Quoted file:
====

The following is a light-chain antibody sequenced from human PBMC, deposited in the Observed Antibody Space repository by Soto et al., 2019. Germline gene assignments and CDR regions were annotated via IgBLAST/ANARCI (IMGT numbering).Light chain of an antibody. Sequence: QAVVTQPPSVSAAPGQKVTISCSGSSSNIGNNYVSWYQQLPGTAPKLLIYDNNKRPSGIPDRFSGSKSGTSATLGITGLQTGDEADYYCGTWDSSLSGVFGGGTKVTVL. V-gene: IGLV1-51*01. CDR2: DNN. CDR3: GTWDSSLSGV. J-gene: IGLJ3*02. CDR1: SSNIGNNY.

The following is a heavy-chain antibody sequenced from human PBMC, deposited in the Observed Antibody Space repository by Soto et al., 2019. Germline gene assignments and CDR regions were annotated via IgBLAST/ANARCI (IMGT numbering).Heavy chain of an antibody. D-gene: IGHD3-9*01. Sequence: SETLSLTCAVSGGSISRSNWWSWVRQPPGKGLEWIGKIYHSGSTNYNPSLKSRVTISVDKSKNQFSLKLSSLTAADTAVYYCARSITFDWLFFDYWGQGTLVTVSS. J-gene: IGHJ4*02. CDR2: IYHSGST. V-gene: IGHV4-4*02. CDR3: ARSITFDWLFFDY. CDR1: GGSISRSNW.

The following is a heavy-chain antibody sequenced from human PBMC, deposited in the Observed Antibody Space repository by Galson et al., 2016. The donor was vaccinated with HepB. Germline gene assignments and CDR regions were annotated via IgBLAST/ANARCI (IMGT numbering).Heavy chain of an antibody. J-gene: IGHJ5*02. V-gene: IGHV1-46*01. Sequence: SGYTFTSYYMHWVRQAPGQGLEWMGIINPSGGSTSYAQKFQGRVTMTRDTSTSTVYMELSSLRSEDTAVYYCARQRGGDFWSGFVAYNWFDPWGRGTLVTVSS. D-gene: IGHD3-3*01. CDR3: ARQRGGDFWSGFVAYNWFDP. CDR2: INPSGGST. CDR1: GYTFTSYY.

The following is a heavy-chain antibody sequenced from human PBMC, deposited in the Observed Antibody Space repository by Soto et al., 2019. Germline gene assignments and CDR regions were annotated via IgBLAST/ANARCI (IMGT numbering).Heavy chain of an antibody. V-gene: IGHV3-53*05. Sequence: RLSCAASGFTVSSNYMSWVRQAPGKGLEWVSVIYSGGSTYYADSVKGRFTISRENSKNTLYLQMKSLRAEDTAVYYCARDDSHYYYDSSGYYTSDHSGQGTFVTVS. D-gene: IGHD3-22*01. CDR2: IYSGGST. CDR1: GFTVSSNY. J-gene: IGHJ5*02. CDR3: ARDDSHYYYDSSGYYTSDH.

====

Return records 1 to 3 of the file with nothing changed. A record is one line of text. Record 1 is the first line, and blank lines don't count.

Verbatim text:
The following is a light-chain antibody sequenced from human PBMC, deposited in the Observed Antibody Space repository by Soto et al., 2019. Germline gene assignments and CDR regions were annotated via IgBLAST/ANARCI (IMGT numbering).Light chain of an antibody. Sequence: QAVVTQPPSVSAAPGQKVTISCSGSSSNIGNNYVSWYQQLPGTAPKLLIYDNNKRPSGIPDRFSGSKSGTSATLGITGLQTGDEADYYCGTWDSSLSGVFGGGTKVTVL. V-gene: IGLV1-51*01. CDR2: DNN. CDR3: GTWDSSLSGV. J-gene: IGLJ3*02. CDR1: SSNIGNNY.

The following is a heavy-chain antibody sequenced from human PBMC, deposited in the Observed Antibody Space repository by Soto et al., 2019. Germline gene assignments and CDR regions were annotated via IgBLAST/ANARCI (IMGT numbering).Heavy chain of an antibody. D-gene: IGHD3-9*01. Sequence: SETLSLTCAVSGGSISRSNWWSWVRQPPGKGLEWIGKIYHSGSTNYNPSLKSRVTISVDKSKNQFSLKLSSLTAADTAVYYCARSITFDWLFFDYWGQGTLVTVSS. J-gene: IGHJ4*02. CDR2: IYHSGST. V-gene: IGHV4-4*02. CDR3: ARSITFDWLFFDY. CDR1: GGSISRSNW.

The following is a heavy-chain antibody sequenced from human PBMC, deposited in the Observed Antibody Space repository by Galson et al., 2016. The donor was vaccinated with HepB. Germline gene assignments and CDR regions were annotated via IgBLAST/ANARCI (IMGT numbering).Heavy chain of an antibody. J-gene: IGHJ5*02. V-gene: IGHV1-46*01. Sequence: SGYTFTSYYMHWVRQAPGQGLEWMGIINPSGGSTSYAQKFQGRVTMTRDTSTSTVYMELSSLRSEDTAVYYCARQRGGDFWSGFVAYNWFDPWGRGTLVTVSS. D-gene: IGHD3-3*01. CDR3: ARQRGGDFWSGFVAYNWFDP. CDR2: INPSGGST. CDR1: GYTFTSYY.